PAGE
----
Stalin had a point
This appeared in The Times, 3rd January 2011. I have added links to the (fascinating) sources.
What should we listen to? Media stories about the return of "killer swine flu": 39 dead so far, 42 children under five in critical care beds, and five times the number of flu cases compared with this time last year? Or the official line that swine flu is now just the new seasonal flu that will probably only last a few more weeks, and that there is no need to vaccinate healthy children?
Maybe they all could be right. The term "swine flu" still carries a shiver factor, but we now know after the experience of last year that it is generally mild, with one death for every 2,000 people who get ill, but has a tendency to affect some younger people severely. Half the reported fatalities were less than 42 years old.
The focus on emotional stories about individual victims may be missing something important. The Office for National Statistics has just reported that in the week up to December 10 there were 11,193 deaths in England and Wales from all causes: this is an extraordinary jump of around 2,000 in a week and is 10 per cent higher than usual at this time of year. Things could get even worse: consultation rates for flu-like illnesses are tracking those of 1999/2000, which was a very severe flu season with 48,000 excess deaths compared to 25,000 last winter which was around average (swine flu made, statistically, a negligible contribution).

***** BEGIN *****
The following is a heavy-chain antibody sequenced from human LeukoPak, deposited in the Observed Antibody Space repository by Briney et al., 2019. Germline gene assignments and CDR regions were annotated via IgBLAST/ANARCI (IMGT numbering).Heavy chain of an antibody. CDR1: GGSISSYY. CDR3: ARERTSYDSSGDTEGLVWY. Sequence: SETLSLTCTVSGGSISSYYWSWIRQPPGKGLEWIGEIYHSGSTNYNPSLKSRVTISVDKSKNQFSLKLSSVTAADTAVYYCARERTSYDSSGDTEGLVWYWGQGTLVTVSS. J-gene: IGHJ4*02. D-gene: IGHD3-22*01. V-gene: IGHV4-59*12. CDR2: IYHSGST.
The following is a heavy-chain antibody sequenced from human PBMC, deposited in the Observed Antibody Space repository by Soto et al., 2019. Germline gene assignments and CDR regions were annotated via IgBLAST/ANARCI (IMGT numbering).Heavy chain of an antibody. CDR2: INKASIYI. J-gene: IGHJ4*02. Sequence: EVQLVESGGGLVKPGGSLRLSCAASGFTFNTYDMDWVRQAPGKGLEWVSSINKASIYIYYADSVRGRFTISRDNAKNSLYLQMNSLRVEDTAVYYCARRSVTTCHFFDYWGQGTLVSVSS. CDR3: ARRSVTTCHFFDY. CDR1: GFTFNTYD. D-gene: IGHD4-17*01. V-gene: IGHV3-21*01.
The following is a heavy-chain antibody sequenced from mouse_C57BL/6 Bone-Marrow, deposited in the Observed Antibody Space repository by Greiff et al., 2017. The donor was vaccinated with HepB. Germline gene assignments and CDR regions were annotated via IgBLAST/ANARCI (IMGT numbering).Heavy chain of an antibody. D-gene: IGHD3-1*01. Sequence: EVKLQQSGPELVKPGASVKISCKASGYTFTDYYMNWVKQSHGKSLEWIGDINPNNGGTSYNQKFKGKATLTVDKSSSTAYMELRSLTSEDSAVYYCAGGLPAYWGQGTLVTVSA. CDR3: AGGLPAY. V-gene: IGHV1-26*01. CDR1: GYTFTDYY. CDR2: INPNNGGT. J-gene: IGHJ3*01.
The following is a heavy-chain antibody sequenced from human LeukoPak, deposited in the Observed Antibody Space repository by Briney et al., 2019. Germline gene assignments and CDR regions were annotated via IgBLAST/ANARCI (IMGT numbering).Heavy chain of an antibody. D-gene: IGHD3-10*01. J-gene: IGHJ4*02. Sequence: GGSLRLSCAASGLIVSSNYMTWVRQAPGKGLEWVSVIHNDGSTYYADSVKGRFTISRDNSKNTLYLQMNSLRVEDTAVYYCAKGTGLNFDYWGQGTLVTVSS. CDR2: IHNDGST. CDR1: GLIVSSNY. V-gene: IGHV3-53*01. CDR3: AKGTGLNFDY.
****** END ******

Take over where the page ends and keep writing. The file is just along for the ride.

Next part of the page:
Sadly it's remarkably easy to talk about these deaths - hundreds every day, mostly old people getting pneumonia and dying earlier than they need have - as if they are in some way inevitable. Stalin had a point.
Sometimes, statistics do make news, which makes it even more woeful when they later appear hopelessly wrong. In July 2009 Sir Liam Donaldson, then the Chief Medical Officer, reported that the Government was planning for a "reasonable worst case scenario" of up to 65,000 deaths from swine flu. The actual total was 500.
The official post-mortems of the handling of the pandemic reveal behind-the-scenes disputes between Sir Liam and the mathematical modellers. Each have tried to distance themselves from the 65,000 figure. The modellers say the CMO did a naïve calculation using out-dated risk estimates that assumed an implausible "perfect storm" of a pandemic. Sir Liam claims he didn't like the modellers' estimates so he had his own team do back-of-the-envelope calculations which he did not publicise.
It would be funny if it were not so important. But will they sort out the mess before the next real pandemic? I certainly wouldn't want to predict that.